A theory of everything?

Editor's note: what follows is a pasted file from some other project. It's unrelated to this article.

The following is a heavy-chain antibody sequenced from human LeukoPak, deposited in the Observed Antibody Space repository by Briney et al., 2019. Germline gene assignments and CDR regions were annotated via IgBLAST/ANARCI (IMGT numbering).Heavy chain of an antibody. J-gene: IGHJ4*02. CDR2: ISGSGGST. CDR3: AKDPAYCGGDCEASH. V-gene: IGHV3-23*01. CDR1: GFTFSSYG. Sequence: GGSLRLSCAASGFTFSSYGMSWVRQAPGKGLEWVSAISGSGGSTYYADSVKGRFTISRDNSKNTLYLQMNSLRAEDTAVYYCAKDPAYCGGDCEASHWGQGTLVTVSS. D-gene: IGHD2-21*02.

In the 1950’s one of the great scientific races of all time ended. The discovery of the double helix structure of DNA, the building blocks of life, opened the door to many more significant scientific breakthroughs in our time. This discovery has had a huge impact on our understanding of life as we know it, and in particular has provided the framework for some very significant developments in the areas of medical research and criminal investigations. In the twenty-first century a new race is on, for the elusive “theory of everything”. The challenge here involves drawing together multiple, widely accepted, but at times seemingly contradictory theories (such as quantum theory, the theory of relativity, string theory, etc) under a single unifying whole – the so-called, but yet to be discovered, “theory of everything”.This challenge is proving particularly elusive for scientists, but I believe the church also needs to embark upon a similar quest lest it continue on a path of segmentation and eventual separation. As I see it, there tends to be three main focal points that people, by virtue of personality, interest, culture, upbringing or otherwise, tend to be drawn towards within the church; worship, mission, and social justice. Of course, these three categories are not mutually exclusive, nor an exhaustive representation of the possibilities that exist, and they are of course generalisations as well, but from my observations it appears that people tend to lean towards one of these particular areas more heavily than they do to others. The danger here is that people lean “too far”, becoming exclusivist in their approach to Christian living and misunderstanding and even looking down upon others who do not share their views or passion in their particular area of interest. For example, those who lean in the direction of “worship” tend to place a great emphasis upon the weekly gathering. A lot of preparation goes into this meeting, with practices, musical arrangements, sourcing new songs, movie clips, decorations, sermon preparation and so on. These are all worthwhile activities for worship is a good thing. We are created to worship and enjoy God’s presence, but without the added dimensions of mission and addressing the issues of injustice that exist within the world we risk becoming “Sunday” Christians; only interested in the next service and never actually engaging with the world around us. Similar dangers abound in the other two categories I have suggested. Those who lean towards “social justice” are passionate about righting the wrongs that exist within the world. This particular emphasis has received much attention in the last five to ten years and rightly so. Before that time we’d rarely even heard of phrases such as “fair trade” or “people trafficking”. Sure, the church had been involved in dealing with these issues in the past but what has changed dramatically is how accessible the solutions have become. The average Christian now has the opportunity to become a part of the solution, not just your heavyweights like John Wesley, William Wilberforce, or W.T. Stead. Simple things like what thinking about what chocolate, tea and coffee we purchase are making a difference for those who produce these commodities. Recently we saw Cadbury in the UK and now in Australia release “fair trade” labelled chocolate, as a direct result of the pressure that has been placed upon this company from those with a particular interest in social justice issues. However we must remember that Christians are not the only ones trumpeting this horn. This is not a bad thing, of course. The more, the merrier. But the danger is that as we address these issues the “why?” becomes detached from the “how”. There is a significant threat that social justice activity loses its theological framework, and so successes such as the “conversion” of Cadbury, become “human” successes and not God’s. We put the pressure on the company and we convinced them to change their ways. We forget to acknowledge and thank God for his activity in sanctifying one more of the impure and unjust structures that have existed within society. I could continue, but you get the picture. I guess what I am trying to suggest here is not that we stop any of these activities. That would be an absolute travesty. Nor am I suggesting that those who have a particular bent towards “mission” should suddenly stop and get on with the “real” issues of worship or addressing social justice issues. Again, that would just be arrogant and misguided. Rather, I would like to propose a “theory of everything”; a theological framework that I hope each of these emphases, and indeed others that come to mind (education, youth and children, aged care etc.), can be one part of. If each of us can hold onto this “theory of everything” then perhaps there is the opportunity to see ourselves as contributing to the whole, and thus benefiting each of the other areas. So here’s my suggested “theory of everything” summed up in a phrase I picked up in Clark Pinnock’s Flame of Love – “social sanctification”. If we try and look at this issue from God’s perspective here is what we see. In creation God saw that everything was “very good”, in other words the whole was holy – it was “socially sanctified”. Then sin enters the equation and causes all the problems that we see within individuals and society as a whole. But, against the popular myth that sin caused “separation from God”, God remains very much interested in his creation. He does not separate himself from his people, but rather sets about the task of “sanctifying” that which is no longer “very good”. This takes place by means of floods, covenants, the calling out of a particular people as a royal priesthood, a sacrificial cultic system, the provision of land, the continued self-revelation of God’s self by means of the Scriptures, and ultimately through the Christ event and the sending of the Holy Spirit into creation. We also possess the eschatological hope that is revealed in passages such as Revelation which reveal a time when creation will ultimately be re-created (note not destroyed), and return to a state of being “very good” once again. This is, as I see it, God’s ultimate purposes in the world, and I describe this process as “social sanctification”. The miracle is that God invites us to be involved and equips us for the task in this ongoing process. Within this broader category of “social sanctification” we can see many possible sub-categories that contribute to this ultimate goal of restoring creation to being “very good” once again. These include, but are not limited to, the three main categories listed above. Worship; restoring right relationship between humanity and God by means of attributing to God the praise that he is due as God. This is social sanctification and addresses the rampant individualism that sin is founded upon and continues to infect society with. Mission; eliminating the barriers that exist preventing those who are not a part of the people of God from entering into fellowship with the Triune God and true fellowship with creation. This is social sanctification and responds to the call of God to share the good news of the Gospel with the entire world. Social justice; directly addressing issues of injustice and inequality that particularly affect the poor, disadvantaged, marginalised of society, not forgetting issues related to ecology, for the betterment of all creation. This is social sanctification and recognises that the Christian faith is not just about “me and my relationship with Jesus”, but about God’s restorative activity within the world which we are called to be a part of. The more I think about this theory, the more it resonates with me, and the more I think it has value within the Christian church. One of the major problems that scientists face in their pursuit for this elusive theory is that a “theory of everything” must be a theory of everything. It must encompass every known scientific endeavour and include all possible outcomes. So too for this theological “theory of everything”. So it’s time to take this theory from the hypothetical and trial it within the test tube. Does it fit? Does it work? Are the outcomes consistent? Is it possible for all Christian activity, thought and practice to be conflated beneath this umbrella? The task is massive, but I think the call to “make every effort to keep the unity of the Spirit through the bond of peace” (Ephesians 4:3) calls for such an endeavour. I would value your input and thoughts.